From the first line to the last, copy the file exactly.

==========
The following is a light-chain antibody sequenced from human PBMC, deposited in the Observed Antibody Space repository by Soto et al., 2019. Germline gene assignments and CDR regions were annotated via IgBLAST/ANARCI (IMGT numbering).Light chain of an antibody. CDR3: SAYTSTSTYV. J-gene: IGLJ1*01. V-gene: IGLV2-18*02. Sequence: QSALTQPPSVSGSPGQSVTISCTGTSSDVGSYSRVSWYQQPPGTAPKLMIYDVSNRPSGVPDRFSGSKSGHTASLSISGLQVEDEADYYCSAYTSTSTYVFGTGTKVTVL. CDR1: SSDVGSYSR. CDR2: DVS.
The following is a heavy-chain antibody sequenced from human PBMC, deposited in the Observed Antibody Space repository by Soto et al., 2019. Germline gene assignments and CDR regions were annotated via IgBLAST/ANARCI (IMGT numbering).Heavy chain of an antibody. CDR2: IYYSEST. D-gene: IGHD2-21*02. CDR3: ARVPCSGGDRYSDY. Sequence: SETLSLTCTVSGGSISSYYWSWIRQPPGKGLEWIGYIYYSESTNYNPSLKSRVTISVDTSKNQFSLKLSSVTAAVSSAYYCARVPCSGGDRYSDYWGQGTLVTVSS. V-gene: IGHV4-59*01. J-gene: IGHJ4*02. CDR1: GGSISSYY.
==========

The following is a light-chain antibody sequenced from human PBMC, deposited in the Observed Antibody Space repository by Soto et al., 2019. Germline gene assignments and CDR regions were annotated via IgBLAST/ANARCI (IMGT numbering).Light chain of an antibody. CDR3: SAYTSTSTYV. J-gene: IGLJ1*01. V-gene: IGLV2-18*02. Sequence: QSALTQPPSVSGSPGQSVTISCTGTSSDVGSYSRVSWYQQPPGTAPKLMIYDVSNRPSGVPDRFSGSKSGHTASLSISGLQVEDEADYYCSAYTSTSTYVFGTGTKVTVL. CDR1: SSDVGSYSR. CDR2: DVS.
The following is a heavy-chain antibody sequenced from human PBMC, deposited in the Observed Antibody Space repository by Soto et al., 2019. Germline gene assignments and CDR regions were annotated via IgBLAST/ANARCI (IMGT numbering).Heavy chain of an antibody. CDR2: IYYSEST. D-gene: IGHD2-21*02. CDR3: ARVPCSGGDRYSDY. Sequence: SETLSLTCTVSGGSISSYYWSWIRQPPGKGLEWIGYIYYSESTNYNPSLKSRVTISVDTSKNQFSLKLSSVTAAVSSAYYCARVPCSGGDRYSDYWGQGTLVTVSS. V-gene: IGHV4-59*01. J-gene: IGHJ4*02. CDR1: GGSISSYY.